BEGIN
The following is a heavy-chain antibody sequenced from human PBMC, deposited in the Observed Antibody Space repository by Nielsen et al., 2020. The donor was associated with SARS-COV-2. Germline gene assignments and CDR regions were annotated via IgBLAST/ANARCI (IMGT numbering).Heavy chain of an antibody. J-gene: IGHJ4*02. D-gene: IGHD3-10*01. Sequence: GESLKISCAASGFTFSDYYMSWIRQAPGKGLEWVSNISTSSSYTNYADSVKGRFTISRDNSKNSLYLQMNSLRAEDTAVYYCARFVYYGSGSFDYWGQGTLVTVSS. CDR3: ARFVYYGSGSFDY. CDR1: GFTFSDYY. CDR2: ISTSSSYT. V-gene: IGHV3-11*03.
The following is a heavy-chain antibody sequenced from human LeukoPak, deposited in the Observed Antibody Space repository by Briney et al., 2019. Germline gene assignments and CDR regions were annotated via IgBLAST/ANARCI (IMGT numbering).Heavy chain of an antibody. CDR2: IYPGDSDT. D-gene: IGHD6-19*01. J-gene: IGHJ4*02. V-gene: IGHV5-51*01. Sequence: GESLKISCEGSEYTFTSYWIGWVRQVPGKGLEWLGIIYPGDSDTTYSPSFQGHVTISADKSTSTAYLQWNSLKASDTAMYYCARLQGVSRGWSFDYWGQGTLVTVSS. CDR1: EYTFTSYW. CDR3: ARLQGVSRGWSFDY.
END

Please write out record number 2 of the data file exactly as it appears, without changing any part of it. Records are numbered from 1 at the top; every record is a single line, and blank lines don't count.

The following is a heavy-chain antibody sequenced from human LeukoPak, deposited in the Observed Antibody Space repository by Briney et al., 2019. Germline gene assignments and CDR regions were annotated via IgBLAST/ANARCI (IMGT numbering).Heavy chain of an antibody. CDR2: IYPGDSDT. D-gene: IGHD6-19*01. J-gene: IGHJ4*02. V-gene: IGHV5-51*01. Sequence: GESLKISCEGSEYTFTSYWIGWVRQVPGKGLEWLGIIYPGDSDTTYSPSFQGHVTISADKSTSTAYLQWNSLKASDTAMYYCARLQGVSRGWSFDYWGQGTLVTVSS. CDR1: EYTFTSYW. CDR3: ARLQGVSRGWSFDY.